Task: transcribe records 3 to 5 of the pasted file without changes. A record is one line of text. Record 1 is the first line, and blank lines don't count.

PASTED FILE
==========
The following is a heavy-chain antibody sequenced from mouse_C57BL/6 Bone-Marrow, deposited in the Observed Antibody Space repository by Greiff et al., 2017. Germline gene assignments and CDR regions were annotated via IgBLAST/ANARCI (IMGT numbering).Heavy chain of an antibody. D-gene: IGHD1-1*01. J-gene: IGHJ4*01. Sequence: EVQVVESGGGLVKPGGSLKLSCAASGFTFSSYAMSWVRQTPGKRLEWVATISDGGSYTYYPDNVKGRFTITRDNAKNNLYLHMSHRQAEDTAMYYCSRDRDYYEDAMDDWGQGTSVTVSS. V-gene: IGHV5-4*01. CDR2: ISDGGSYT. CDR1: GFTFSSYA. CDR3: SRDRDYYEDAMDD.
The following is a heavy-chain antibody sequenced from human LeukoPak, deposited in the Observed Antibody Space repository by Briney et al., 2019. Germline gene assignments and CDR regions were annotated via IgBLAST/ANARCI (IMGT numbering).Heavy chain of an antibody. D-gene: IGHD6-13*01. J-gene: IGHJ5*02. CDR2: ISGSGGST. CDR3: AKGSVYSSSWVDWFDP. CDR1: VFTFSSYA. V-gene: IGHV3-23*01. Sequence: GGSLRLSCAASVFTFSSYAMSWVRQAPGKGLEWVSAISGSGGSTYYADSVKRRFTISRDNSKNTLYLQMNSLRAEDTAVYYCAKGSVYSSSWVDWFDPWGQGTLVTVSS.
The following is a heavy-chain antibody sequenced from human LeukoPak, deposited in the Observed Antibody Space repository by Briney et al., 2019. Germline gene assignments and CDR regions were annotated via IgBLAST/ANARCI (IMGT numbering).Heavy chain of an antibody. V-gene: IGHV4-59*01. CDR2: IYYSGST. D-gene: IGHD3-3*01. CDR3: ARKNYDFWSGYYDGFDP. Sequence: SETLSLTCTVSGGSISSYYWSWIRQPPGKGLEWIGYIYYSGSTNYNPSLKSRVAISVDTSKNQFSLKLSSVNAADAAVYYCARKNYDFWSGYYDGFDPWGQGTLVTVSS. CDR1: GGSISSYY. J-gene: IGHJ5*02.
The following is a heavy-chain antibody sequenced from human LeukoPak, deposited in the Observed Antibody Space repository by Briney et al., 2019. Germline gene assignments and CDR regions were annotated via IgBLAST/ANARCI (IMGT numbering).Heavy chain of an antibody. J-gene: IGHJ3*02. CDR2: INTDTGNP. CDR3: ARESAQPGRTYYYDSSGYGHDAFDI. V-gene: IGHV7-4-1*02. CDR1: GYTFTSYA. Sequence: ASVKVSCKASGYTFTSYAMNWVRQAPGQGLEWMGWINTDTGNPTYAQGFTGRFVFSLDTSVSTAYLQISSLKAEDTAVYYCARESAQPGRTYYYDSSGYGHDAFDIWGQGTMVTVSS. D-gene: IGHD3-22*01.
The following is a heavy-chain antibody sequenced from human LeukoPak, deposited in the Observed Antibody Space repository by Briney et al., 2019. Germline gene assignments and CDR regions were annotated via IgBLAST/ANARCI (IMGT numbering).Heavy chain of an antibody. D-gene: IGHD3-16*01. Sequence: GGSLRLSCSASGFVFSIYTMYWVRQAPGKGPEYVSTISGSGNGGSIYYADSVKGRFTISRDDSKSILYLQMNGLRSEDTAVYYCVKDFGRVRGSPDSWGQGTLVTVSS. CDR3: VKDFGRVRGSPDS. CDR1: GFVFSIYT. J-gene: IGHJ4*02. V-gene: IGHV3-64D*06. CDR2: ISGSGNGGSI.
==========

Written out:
The following is a heavy-chain antibody sequenced from human LeukoPak, deposited in the Observed Antibody Space repository by Briney et al., 2019. Germline gene assignments and CDR regions were annotated via IgBLAST/ANARCI (IMGT numbering).Heavy chain of an antibody. V-gene: IGHV4-59*01. CDR2: IYYSGST. D-gene: IGHD3-3*01. CDR3: ARKNYDFWSGYYDGFDP. Sequence: SETLSLTCTVSGGSISSYYWSWIRQPPGKGLEWIGYIYYSGSTNYNPSLKSRVAISVDTSKNQFSLKLSSVNAADAAVYYCARKNYDFWSGYYDGFDPWGQGTLVTVSS. CDR1: GGSISSYY. J-gene: IGHJ5*02.
The following is a heavy-chain antibody sequenced from human LeukoPak, deposited in the Observed Antibody Space repository by Briney et al., 2019. Germline gene assignments and CDR regions were annotated via IgBLAST/ANARCI (IMGT numbering).Heavy chain of an antibody. J-gene: IGHJ3*02. CDR2: INTDTGNP. CDR3: ARESAQPGRTYYYDSSGYGHDAFDI. V-gene: IGHV7-4-1*02. CDR1: GYTFTSYA. Sequence: ASVKVSCKASGYTFTSYAMNWVRQAPGQGLEWMGWINTDTGNPTYAQGFTGRFVFSLDTSVSTAYLQISSLKAEDTAVYYCARESAQPGRTYYYDSSGYGHDAFDIWGQGTMVTVSS. D-gene: IGHD3-22*01.
The following is a heavy-chain antibody sequenced from human LeukoPak, deposited in the Observed Antibody Space repository by Briney et al., 2019. Germline gene assignments and CDR regions were annotated via IgBLAST/ANARCI (IMGT numbering).Heavy chain of an antibody. D-gene: IGHD3-16*01. Sequence: GGSLRLSCSASGFVFSIYTMYWVRQAPGKGPEYVSTISGSGNGGSIYYADSVKGRFTISRDDSKSILYLQMNGLRSEDTAVYYCVKDFGRVRGSPDSWGQGTLVTVSS. CDR3: VKDFGRVRGSPDS. CDR1: GFVFSIYT. J-gene: IGHJ4*02. V-gene: IGHV3-64D*06. CDR2: ISGSGNGGSI.